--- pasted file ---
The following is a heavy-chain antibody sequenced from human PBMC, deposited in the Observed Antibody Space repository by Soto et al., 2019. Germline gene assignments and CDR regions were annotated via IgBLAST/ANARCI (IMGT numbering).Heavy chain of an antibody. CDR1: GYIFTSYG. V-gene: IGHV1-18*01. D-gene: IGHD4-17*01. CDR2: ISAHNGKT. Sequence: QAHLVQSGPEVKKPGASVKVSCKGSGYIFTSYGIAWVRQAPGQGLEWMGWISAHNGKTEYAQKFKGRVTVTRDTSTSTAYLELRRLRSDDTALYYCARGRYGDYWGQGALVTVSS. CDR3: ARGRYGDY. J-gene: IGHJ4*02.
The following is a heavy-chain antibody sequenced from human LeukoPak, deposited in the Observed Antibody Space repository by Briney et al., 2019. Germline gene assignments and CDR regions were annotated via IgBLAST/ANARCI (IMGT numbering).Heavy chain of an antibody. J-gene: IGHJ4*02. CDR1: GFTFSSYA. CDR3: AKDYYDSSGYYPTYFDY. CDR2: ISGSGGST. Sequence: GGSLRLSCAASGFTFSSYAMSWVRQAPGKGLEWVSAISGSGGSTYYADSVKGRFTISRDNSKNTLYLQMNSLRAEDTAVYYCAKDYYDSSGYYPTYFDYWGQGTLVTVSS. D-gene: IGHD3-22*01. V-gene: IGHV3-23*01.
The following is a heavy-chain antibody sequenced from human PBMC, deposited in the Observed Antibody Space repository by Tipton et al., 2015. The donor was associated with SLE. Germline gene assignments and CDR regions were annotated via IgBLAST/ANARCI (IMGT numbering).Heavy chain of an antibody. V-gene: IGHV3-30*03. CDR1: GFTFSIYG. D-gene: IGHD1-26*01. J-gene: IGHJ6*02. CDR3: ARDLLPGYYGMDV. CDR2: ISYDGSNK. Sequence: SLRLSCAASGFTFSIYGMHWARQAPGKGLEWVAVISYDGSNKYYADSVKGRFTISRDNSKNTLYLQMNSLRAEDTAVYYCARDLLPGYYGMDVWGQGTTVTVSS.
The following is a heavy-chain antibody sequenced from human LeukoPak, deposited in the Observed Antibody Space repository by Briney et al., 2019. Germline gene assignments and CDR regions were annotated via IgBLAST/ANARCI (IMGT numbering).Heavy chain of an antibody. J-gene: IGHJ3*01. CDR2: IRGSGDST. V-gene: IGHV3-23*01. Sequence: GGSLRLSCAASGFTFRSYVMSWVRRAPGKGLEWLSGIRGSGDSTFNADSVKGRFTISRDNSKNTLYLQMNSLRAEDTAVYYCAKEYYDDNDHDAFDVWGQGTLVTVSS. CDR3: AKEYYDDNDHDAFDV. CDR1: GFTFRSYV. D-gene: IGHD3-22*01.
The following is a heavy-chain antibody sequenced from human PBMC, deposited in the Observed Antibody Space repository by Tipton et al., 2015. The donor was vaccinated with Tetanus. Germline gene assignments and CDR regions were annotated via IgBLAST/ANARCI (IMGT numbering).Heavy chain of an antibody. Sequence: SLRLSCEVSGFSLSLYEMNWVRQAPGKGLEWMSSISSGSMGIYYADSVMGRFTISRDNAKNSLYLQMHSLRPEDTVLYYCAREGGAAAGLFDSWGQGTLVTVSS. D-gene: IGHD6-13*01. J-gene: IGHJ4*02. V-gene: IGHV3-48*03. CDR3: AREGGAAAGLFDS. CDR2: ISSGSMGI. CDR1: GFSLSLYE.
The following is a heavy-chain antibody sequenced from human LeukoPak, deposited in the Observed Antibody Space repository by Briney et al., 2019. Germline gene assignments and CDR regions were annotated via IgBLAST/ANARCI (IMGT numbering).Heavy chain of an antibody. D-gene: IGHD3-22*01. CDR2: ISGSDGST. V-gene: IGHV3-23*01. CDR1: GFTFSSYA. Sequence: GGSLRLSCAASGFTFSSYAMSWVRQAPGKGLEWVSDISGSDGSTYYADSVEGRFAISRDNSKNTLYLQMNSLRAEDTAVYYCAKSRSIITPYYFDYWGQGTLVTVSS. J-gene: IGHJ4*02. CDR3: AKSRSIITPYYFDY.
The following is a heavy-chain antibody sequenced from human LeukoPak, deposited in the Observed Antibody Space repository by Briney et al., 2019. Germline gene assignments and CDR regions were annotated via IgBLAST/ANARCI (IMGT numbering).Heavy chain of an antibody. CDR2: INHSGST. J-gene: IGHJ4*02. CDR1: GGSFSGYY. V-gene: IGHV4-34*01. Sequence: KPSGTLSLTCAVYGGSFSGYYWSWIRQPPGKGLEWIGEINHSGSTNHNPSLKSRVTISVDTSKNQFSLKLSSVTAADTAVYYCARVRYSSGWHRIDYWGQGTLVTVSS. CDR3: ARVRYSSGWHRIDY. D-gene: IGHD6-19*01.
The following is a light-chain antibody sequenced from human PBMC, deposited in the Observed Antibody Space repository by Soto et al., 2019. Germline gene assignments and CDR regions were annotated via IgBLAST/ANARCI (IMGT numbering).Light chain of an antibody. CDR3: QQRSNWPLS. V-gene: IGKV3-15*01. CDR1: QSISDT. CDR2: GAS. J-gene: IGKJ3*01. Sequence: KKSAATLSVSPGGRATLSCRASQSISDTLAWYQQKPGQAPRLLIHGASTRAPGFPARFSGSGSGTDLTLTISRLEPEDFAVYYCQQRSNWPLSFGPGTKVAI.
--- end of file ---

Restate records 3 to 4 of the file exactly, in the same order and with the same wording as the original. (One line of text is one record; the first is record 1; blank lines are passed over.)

The following is a heavy-chain antibody sequenced from human PBMC, deposited in the Observed Antibody Space repository by Tipton et al., 2015. The donor was associated with SLE. Germline gene assignments and CDR regions were annotated via IgBLAST/ANARCI (IMGT numbering).Heavy chain of an antibody. V-gene: IGHV3-30*03. CDR1: GFTFSIYG. D-gene: IGHD1-26*01. J-gene: IGHJ6*02. CDR3: ARDLLPGYYGMDV. CDR2: ISYDGSNK. Sequence: SLRLSCAASGFTFSIYGMHWARQAPGKGLEWVAVISYDGSNKYYADSVKGRFTISRDNSKNTLYLQMNSLRAEDTAVYYCARDLLPGYYGMDVWGQGTTVTVSS.
The following is a heavy-chain antibody sequenced from human LeukoPak, deposited in the Observed Antibody Space repository by Briney et al., 2019. Germline gene assignments and CDR regions were annotated via IgBLAST/ANARCI (IMGT numbering).Heavy chain of an antibody. J-gene: IGHJ3*01. CDR2: IRGSGDST. V-gene: IGHV3-23*01. Sequence: GGSLRLSCAASGFTFRSYVMSWVRRAPGKGLEWLSGIRGSGDSTFNADSVKGRFTISRDNSKNTLYLQMNSLRAEDTAVYYCAKEYYDDNDHDAFDVWGQGTLVTVSS. CDR3: AKEYYDDNDHDAFDV. CDR1: GFTFRSYV. D-gene: IGHD3-22*01.